Protect your Brain from Ageing with Plant Polyphenols
Ageing is only second to obesity as a health concern of global proportions. Ageing is essentially the diminished capacity of our internal systems to repair themselves which correlates with the number of years we count. How does ageing relate to brain and mental abilities? Ageing and stress reduce the rate of production of new brain cells. For a long time, it was thought that brain cells are “terminally” developed and differentiated and lose the ability to divide and produce new brain cells. This view is challenged by evidence that two areas of the brain are capable of cell division and they continue to produce new brain cells in the adult brain as well. One of these areas is a part of the hippocampus, the organ associated with memory and the other is a part of the lower brain.
Ageing, stress, life-changing trauma and substance abuse are factors that have a negative impact on these areas of the brain. These external insults cause a reduction in the rate of regeneration of brain cells as well as reduce the capability of nerve cells to form new connections with other cells. The net result of these processes is a reduction in cognitive and behavioral abilities.
Plant polyphenols are effective in reversing this damage. Polyphenols from plant sources include EGCG from green tea; chlorogenic acid found in tea, coffee, and cherries; and curcumin from turmeric. Polyphenols and anthocyanins (reddish purple pigments in berries) from blueberries are also found to reduce biochemical changes in nerve cells brought on by stress and anxiety. Anthocyanins from berries inhibit the enzyme monoamineoxidase which lowers the levels of dopamine and serotonin. Loss of these neurotransmitters results in depression. Countering the activity of monoamineoxidase is therefore likely to help prevent depression and other anxiety related disorders. Most colorful vegetables and fruits are a good source of plant polyphenols, flavonoids and anthocyanins. These nutrients promote cell division in the brain which in turn supports the maintenance of normal cognitive and behavioral processes.
Regular consumption of plant-derived polyphenols as well as exercise may also help to keep Alzheimer’s disease at bay. This combination helps to maintain the ability of nerve cells to form new connections with each other and thereby keep the learning and memory processes active.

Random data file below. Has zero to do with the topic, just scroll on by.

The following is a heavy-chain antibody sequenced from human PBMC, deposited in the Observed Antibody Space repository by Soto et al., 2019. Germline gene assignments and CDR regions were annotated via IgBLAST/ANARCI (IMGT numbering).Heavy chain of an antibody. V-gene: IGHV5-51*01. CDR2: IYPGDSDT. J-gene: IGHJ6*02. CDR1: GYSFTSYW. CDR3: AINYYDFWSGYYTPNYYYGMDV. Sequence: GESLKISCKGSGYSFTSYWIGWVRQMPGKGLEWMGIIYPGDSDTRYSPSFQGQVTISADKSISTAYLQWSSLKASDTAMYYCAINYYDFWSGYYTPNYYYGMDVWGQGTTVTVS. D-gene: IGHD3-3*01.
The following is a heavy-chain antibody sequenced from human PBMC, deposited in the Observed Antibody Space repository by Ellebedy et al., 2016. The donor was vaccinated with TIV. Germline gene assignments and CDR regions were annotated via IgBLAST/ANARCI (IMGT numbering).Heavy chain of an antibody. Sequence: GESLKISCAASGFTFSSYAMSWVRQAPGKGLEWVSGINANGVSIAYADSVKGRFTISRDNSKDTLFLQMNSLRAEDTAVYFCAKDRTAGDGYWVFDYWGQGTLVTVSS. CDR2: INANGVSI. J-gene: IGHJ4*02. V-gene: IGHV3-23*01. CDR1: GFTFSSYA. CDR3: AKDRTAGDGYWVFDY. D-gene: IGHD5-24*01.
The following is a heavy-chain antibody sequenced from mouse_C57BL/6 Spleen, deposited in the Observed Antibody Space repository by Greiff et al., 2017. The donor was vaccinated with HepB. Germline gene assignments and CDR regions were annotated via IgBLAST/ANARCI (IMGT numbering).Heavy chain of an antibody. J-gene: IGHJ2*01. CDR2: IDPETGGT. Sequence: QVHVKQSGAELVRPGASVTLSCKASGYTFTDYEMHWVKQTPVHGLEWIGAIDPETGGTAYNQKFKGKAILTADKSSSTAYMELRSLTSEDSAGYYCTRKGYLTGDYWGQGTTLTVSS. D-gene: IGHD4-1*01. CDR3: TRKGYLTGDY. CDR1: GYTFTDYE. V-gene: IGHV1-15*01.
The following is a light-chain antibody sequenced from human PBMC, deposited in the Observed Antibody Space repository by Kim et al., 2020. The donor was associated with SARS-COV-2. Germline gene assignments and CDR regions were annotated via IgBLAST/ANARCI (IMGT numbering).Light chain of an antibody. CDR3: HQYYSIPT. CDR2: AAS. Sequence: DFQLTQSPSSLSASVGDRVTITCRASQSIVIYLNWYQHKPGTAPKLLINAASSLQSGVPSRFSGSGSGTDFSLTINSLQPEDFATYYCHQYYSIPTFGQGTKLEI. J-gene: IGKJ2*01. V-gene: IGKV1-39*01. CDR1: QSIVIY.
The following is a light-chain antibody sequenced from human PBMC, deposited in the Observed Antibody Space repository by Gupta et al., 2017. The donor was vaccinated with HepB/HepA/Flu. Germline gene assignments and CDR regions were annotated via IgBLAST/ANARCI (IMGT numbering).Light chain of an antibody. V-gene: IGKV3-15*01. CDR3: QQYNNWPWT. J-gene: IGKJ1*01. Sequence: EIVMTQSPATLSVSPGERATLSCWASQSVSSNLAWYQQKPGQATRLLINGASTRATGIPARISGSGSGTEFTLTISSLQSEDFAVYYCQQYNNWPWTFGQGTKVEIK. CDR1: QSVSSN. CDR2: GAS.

Research shows that dietary consumption of natural plant products like pomegranate juice is quite effective in reversing the damage caused by the deposition of the beta-amyloid peptide in addition to promoting cell regeneration. Although dietary intake of any natural food product is variable owing to food preferences, what is important here is frequency of consumption and not absolute amount consumed per meal. Also, since a large variety of polyphenols are available packaged in an equally large range of fruits and vegetables, people are not limited by food choices.
As it turns out, Mom was right. We need to eat our vegetables!
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Dai Q, Borenstein AR, Wu Y, Jackson JC, & Larson EB (2006). Fruit and vegetable juices and Alzheimer’s disease: the Kame Project. The American journal of medicine, 119 (9), 751-9 PMID: 16945610
Dias GP, Cavegn N, Nix A, do Nascimento Bevilaqua MC, Stangl D, Zainuddin MS, Nardi AE, Gardino PF, & Thuret S (2012). The role of dietary polyphenols on adult hippocampal neurogenesis: molecular mechanisms and behavioural effects on depression and anxiety. Oxidative medicine and cellular longevity, 2012 PMID: 22829957
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